*Mathematics for Electrical Engineering and Computing* embraces many applications of modern mathematics, such as Boolean Algebra and Sets and Functions, and also teaches both discrete and continuous systems – particularly vital for Digital Signal Processing (DSP). In addition, as most modern engineers are required to study software, material suitable for Software Engineering – set theory, predicate and prepositional calculus, language and graph theory – is fully integrated into the book.

Excessive technical detail and language are avoided, recognising that the real requirement for practising engineers is the need to understand the *applications* of mathematics in everyday engineering contexts. Emphasis is given to an appreciation of the fundamental concepts behind the mathematics, for problem solving and undertaking critical analysis of results, whether using a calculator or a computer.

The text is backed up by numerous exercises and worked examples throughout, firmly rooted in engineering practice, ensuring that all mathematical theory introduced is directly relevant to real-world engineering. The book includes introductions to advanced topics such as Fourier analysis, vector calculus and random processes, also making this a suitable introductory text for second year undergraduates of electrical, electronic and computer engineering, undertaking engineering mathematics courses.

**Dr Attenborough** is a former Senior Lecturer in the School of Electrical, Electronic and Information Engineering at South Bank University. She is currently Technical Director of The Webbery – Internet development company, Co. Donegal, Ireland.

- Fundamental principles of mathematics introduced and applied in engineering practice, reinforced through over 300 examples directly relevant to real-world engineering

## Editorial Reviews

### Book Description – Mathematics for Electrical Engineering and Computing

A comprehensive mathematics textbook for all first year undergraduates of electrical, electronic, and computer engineering, with introductory material for students of software engineering

### From the Back Cover

*Mathematics for Electrical Engineering and Computing* embraces many applications of modern mathematics, such as Boolean Algebra and Sets and Functions, and also teaches both discrete and continuous systems – particularly vital for Digital Signal Processing (DSP). In addition, as most modern engineers are required to study software, material suitable for Software Engineering – set theory, predicate and prepositional calculus, language and graph theory – is fully integrated into the book. Excessive technical detail and language are avoided, recognising that the real requirement for practising engineers is the need to understand the *applications* of mathematics in everyday engineering contexts. Emphasis is given to an appreciation of the fundamental concepts behind the mathematics, for problem solving and undertaking critical analysis of results, whether using a calculator or a computer. The text is backed up by numerous exercises and worked examples throughout, firmly rooted in engineering practice, ensuring that all mathematical theory introduced is directly relevant to real-world engineering. The book includes introductions to advanced topics such as Fourier analysis, vector calculus and random processes, also making this a suitable introductory text for second year undergraduates of electrical, electronic and computer engineering, undertaking engineering mathematics courses. **Dr Attenborough** is a former Senior Lecturer in the School of Electrical, Electronic and Information Engineering at South Bank University. She is currently Technical Director of The Webbery – Internet development company, Co. Donegal, Ireland.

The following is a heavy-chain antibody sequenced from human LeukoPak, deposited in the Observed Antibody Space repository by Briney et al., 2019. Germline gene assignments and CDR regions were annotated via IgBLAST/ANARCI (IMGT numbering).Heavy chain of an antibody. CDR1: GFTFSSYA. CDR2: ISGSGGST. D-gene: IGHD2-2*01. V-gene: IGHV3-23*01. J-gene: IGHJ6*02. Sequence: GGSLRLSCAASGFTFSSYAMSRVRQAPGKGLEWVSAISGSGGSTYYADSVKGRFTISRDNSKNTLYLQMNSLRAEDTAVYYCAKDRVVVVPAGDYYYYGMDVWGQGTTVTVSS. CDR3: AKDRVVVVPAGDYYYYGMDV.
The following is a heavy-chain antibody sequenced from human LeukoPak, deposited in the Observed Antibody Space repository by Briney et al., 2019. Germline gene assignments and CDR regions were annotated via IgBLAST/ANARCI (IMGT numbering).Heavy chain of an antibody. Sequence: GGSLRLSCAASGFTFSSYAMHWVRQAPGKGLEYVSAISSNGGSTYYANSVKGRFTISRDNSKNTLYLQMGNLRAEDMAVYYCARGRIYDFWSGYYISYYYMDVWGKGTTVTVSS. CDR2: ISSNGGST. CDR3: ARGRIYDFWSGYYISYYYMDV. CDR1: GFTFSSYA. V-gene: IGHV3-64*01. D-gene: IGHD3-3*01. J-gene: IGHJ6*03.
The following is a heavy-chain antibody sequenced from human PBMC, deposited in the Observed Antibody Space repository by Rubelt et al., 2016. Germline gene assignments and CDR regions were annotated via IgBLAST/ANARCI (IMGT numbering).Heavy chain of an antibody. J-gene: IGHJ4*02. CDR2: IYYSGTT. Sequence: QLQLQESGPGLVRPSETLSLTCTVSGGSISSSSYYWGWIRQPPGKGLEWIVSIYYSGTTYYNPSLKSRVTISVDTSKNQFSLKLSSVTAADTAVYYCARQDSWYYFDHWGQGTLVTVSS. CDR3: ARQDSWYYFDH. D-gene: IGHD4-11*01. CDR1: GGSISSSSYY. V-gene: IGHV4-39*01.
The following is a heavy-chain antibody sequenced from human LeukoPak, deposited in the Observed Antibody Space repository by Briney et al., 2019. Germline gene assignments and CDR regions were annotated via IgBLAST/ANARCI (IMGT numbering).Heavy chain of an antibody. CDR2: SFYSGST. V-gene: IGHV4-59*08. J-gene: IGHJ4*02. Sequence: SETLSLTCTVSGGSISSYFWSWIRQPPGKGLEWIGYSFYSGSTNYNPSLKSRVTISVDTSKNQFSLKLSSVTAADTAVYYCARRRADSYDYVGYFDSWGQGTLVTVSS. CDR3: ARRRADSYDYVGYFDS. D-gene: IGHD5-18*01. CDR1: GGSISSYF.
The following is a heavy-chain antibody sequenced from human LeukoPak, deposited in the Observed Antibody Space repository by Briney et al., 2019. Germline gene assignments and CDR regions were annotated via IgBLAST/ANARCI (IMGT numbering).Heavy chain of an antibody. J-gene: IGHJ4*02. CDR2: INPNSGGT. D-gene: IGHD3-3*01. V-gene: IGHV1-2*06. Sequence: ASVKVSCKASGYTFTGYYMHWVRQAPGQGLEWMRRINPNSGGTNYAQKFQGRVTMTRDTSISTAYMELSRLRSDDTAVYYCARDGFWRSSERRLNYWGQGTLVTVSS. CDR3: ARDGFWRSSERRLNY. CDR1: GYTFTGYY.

## Table of Contents

Preface. Acknowledgement.

**Sets, functions and calculus:** Sets and Functions. Functions and their graphs. Problem solving and the art of the convincing argument. Boolean algebra. Trigonometric functions and waves. Differentiation. Integration. The exponential function. Vectors. Complex numbers. Maxima and minima and sketching functions. Sequences and series.

**Systems:** Systems of linear equations, matrices and determinants. Ordinary differential equations and difference equations. Laplace and z transforms. Fourier series.

**Functions of more than one variable:** Functions of more than one variable. Vector calculus.

**Graph and Language Theory:** Graph Theory. Language Theory.

**Probability and Statistics:** Probability and Statistics.

Answers to Exercises. Index.

### Detailed Content – Mathematics for Electrical Engineering and Computing

Preface xi

Acknowledgements xii

Part 1 Sets, functions, and calculus

1 Sets and functions 3

1.1 Introduction 3

1.2 Sets 4

1.3 Operations on sets 5

1.4 Relations and functions 7

1.5 Combining functions 17

1.6 Summary 23

1.7 Exercises 24

2 Functions and their graphs 26

2.1 Introduction 26

2.2 The straight line: y = mx + c 26

2.3 The quadratic function: y = ax2 + bx + c 32

2.4 The function y = 1/x 33

2.5 The functions y = ax 33

2.6 Graph sketching using simple